just 90 miles from Florida --

the U.S. had already imposed a unilateral trade embargo

on the regime of Cuban dictator Fidel Castro.

That’s largely because Fidel,

who ruled Cuba from 1959

until handing the presidency to his younger brother Raul in 2006,

had aligned his Caribbean nation with the Soviet Union.

Now,

by letting the Soviets use bases in Cuba

to position ballistic missiles

that could strike deep into the U.S. --

and by urging Soviet leader Nikita Khrushchev,

according to Khrushchev’s account,

to fire those missiles

when Kennedy ordered a naval blockade of the island

during the 13-day U.S.-Soviet standoff --

Fidel had further stoked Washington’s wrath.


The crisis ended peacefully

when the Soviets removed the missiles

in exchange for a pledge

to eventually remove U.S. missiles from Turkey.

But a few months later,

on top of the trade embargo,

Kennedy ordered a ban on all U.S. travel to Cuba.

Meanwhile,

Fidel tightened restrictions on Cubans’ ability to leave the island.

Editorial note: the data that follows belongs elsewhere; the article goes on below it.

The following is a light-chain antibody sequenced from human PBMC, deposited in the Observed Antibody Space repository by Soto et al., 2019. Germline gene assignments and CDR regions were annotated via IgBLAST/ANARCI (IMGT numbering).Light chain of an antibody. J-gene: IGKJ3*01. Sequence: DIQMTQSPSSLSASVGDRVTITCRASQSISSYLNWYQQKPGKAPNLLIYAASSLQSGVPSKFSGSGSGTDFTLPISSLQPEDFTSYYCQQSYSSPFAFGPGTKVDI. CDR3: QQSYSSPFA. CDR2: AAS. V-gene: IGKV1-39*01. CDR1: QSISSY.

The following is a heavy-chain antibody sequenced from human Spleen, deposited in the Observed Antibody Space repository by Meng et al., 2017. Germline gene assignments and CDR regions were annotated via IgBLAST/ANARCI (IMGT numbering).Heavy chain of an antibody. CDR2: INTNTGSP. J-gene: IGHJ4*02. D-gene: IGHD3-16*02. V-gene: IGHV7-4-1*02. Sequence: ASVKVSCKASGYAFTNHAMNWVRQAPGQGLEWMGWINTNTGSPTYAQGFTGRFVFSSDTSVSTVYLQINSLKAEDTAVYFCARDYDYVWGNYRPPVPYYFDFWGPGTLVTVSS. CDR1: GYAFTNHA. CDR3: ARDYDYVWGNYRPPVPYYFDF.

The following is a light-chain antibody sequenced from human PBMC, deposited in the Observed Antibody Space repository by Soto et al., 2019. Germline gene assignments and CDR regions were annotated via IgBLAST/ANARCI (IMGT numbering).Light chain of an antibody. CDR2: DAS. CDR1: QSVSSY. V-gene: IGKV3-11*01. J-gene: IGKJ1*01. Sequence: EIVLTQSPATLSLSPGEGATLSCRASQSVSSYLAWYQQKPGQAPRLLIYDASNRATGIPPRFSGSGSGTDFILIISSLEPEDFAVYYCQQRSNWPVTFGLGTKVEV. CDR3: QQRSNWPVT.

The embargo and the U.S. travel ban,

incredibly, are still in effect --

and so is the Cuban regime’s policy of using those measures

as a scapegoat for the impoverished island’s economic blunders

and as an excuse for the repression of political rights.

“For 50 years,”

says Tomas Bilbao,

executive director of the Cuba Study Group in Washington, D.C.,

which advocates an end to the embargo

as well as democratic reform in Cuba,

“both sides have continually taken measures

that prevent the free flow of people,

to the detriment of Cuban civil society.

Now both sides are finally starting to take steps to facilitate it.”


But while that calculation worked for communist China,

it’s a bigger gamble in Cuba,

where communism’s viability is much more dependent

on the personality cult of the Castros.

Which is why it’s ultimately more in the interests

of U.S. Cuba policy

to drop the embargo and the constitutionally questionable travel ban,

laws

that even most Cuban-Americans now agree are relics

that need to go.

For one thing,

those measures have failed, utterly, to dislodge the Castros.

As a result,

engaging Cuba economically --

more important,

engaging the 12 million hapless Cubans

who after half a century are still paying for cold-war clashes

like the Bay of Pigs and the missile crisis --

could help lay stronger groundwork for democratization

when old age finally accomplishes what U.S. sanctions couldn’t.


■ お帰り日本語ふむなる試訳 ■


キューバ危機50年 1962年から凍りついたままの米国とキューバ